Intellectual property boost with EU Patent across 25 states

Intellectual property boost with EU Patent across 25 states

by Malcolm Harbour

New legislation will help businesses cut costs and protect intellectual property across 25 European Union member states, says British MEP

A new bill aimed at helping British businesses protect their products and technologies through patents and design rights will be soon going through the United Kingdom parliament. This will build on the work carried out in the European Parliament.

The Intellectual Property Bill has been tabled by the relevant UK minister Lord Younger. A central part of the legislation is the introduction of the new European Patent. It will offer a one-stop-shop for companies that want to protect their new business ideas across 25 European Union member states. This will put an end to businesses having to file patents in each country and having to meet varying demands in each.

As well as helping British businesses to protect their products and technologies through patents and design rights, the bill will help businesses to better understand what is protected under the law - thereby reducing the need for costly litigation. At the same time, this will provide greater certainty for investors in new designs and technologies.

Key elements of the proposed law include powers to enable the UK to implement the European Unitary Patent Court Agreement. The court is a central part in introducing a single patent across almost all EU countries. It is estimated that this would lead to direct benefits to business of up to PS40m per year.

A new London court will be set up, which is expected to be fully operational as from 2015. This court will be responsible for the adjudication on pharmaceutical and life sciences patent disputes. This will benefit businesses as well as boosting the UK's legal services industry, which is estimated to benefit the economy by PS200m per annum.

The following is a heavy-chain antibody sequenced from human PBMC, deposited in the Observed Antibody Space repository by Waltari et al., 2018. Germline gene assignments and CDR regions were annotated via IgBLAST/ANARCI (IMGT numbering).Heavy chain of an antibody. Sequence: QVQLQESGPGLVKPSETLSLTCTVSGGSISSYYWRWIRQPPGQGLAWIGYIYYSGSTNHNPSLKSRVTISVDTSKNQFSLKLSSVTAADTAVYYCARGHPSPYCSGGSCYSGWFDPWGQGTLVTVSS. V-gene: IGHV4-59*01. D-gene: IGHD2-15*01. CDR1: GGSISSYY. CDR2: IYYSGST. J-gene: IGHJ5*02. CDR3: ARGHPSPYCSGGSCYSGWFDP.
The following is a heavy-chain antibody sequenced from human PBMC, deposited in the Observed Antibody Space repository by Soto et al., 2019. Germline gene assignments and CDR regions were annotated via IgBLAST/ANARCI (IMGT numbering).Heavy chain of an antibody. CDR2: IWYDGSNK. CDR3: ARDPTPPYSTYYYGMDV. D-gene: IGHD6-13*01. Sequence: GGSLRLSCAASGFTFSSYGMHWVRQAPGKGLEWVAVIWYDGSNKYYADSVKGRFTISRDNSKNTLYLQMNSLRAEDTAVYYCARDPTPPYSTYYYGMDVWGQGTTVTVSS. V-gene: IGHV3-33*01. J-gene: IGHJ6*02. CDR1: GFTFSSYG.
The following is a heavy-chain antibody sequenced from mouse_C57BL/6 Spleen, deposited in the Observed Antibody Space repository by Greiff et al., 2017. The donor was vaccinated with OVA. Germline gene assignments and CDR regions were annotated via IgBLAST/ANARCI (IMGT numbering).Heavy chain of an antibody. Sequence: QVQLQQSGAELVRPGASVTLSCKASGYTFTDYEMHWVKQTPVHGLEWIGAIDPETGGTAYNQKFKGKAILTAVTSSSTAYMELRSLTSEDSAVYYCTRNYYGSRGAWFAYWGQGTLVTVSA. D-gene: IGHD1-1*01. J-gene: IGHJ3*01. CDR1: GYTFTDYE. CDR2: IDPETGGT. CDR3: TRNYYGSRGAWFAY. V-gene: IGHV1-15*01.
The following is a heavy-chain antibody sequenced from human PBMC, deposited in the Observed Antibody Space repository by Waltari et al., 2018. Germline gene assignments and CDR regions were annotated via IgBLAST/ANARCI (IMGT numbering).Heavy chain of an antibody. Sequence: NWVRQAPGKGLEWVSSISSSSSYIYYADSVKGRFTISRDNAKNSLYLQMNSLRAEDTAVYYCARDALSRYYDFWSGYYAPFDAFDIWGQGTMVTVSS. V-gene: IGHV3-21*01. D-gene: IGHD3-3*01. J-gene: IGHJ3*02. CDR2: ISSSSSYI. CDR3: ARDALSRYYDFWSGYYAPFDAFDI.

It is highly appropriate that the London court will have the responsibility for pharmaceutical and life science patents as the UK leads the way in these industries. This new court will mean that British pharmaceutical and life sciences companies looking to defend or enforce their patents across the continent will only need to go to one court once, instead of fighting their case in each European country.

The bill will also see the introduction of criminal penalties for copying UK registered designs and strengthen design protection. This is already the case for copyright and trademark disputes and brings parity to this area of intellectual property law.

In addition, proposals for a designs opinion service and an expanded patents opinions service are included in the plan. This would allow design or patent rights holders or anyone else to ask the Intellectual Property Office to provide an expert opinion on whether a British design or patent is valid or being infringed. This will help businesses assess the strength of their case before embarking on more formal and costly legal proceedings and may help avoid litigation altogether.

Businesses also have access to the services offered by the Office of Harmonisation in the Internal Market. These include registration of trademarks and designs for protection across the EU, in one application and for one payment. Checks for existing trademarks and designs can now be carried out for free online.

This bill should be welcomed as it aims to help businesses develop new and innovative products and at the same time provide product protection. The estimated benefits to the UK economy are hugely important and must also be welcomed.

Malcolm Harbour is a Conservative Party MEP for the West Midlands, in the United Kingdom

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